Labour leader Jeremy Corbyn is heading to Brussels to meet with leading figures from the EU as they convene for the European Council.
Labour says he wants to "help move the talks forwards and break the Brexit logjam", accusing the government of "bungling" talks so far. The only problem is, Corbyn has no bearing on the outcome.
The opposition leader, alongside shadow Brexit secretary Keir Starmer and shadow trade secretary Barry Gardiner will meet with EU chief Brexit negotiator Michel Barnier and President of the European Parliament, Antonio Tajani. There will also be bilateral meetings with the Italian, Swedish and Portuguese Prime Ministers.
This is not the first time he has inveigled himself in Brexit talks, having met with Barnier back in July.
“I am unapologetic in taking every opportunity to seek to influence the final Brexit deal in the interests of the many, not just the few," Corbyn said.
He added: “A no-deal Brexit would be a bad deal for Britain, threatening jobs and living standards. It would also harm our European neighbours. That’s why it’s in all our interests to increase the pressure for real progress in the current talks and move on to negotiations about our future trading relationship."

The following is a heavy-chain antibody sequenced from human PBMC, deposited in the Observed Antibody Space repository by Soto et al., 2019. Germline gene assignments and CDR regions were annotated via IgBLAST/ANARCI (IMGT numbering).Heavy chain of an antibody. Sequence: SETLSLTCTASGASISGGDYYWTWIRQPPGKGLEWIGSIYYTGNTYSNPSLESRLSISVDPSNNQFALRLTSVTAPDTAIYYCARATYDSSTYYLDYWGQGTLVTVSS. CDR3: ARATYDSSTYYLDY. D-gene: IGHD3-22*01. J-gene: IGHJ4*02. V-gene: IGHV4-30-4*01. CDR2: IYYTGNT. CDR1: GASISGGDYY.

However the European Commission told City A.M. both then and now that the meeting was just a courtesy. A spokesman pointed to comments by Barnier earlier this year, when he said: "I have always made it clear that we want to listen to the different points of view in the British debate. It is only natural […] Of course, I will only negotiate with the UK government."
Corbyn's trip comes as a group of Tory MPs rounded on the Labour leader, claiming his position on a no deal scenario was causing "material harm" to Britain's side in the talks.
A letter written by Suella Fernandes and signed by 18 other MPs including Owen Patterson, Crispin Blunt and Charlie Elphicke, said Labour was "betraying the national interest".
She also called on Corbyn to "discipline" the 18 Labour MEPs who used an advisory vote to block Brexit negotiations from progressing to the next stage, which will allow David Davis and his counterpart Michel Barnier to discuss trade and transition.
Davis has already written to Corbyn saying he was "disappointed" by the rebellion last week and asking him to reprimand those involved.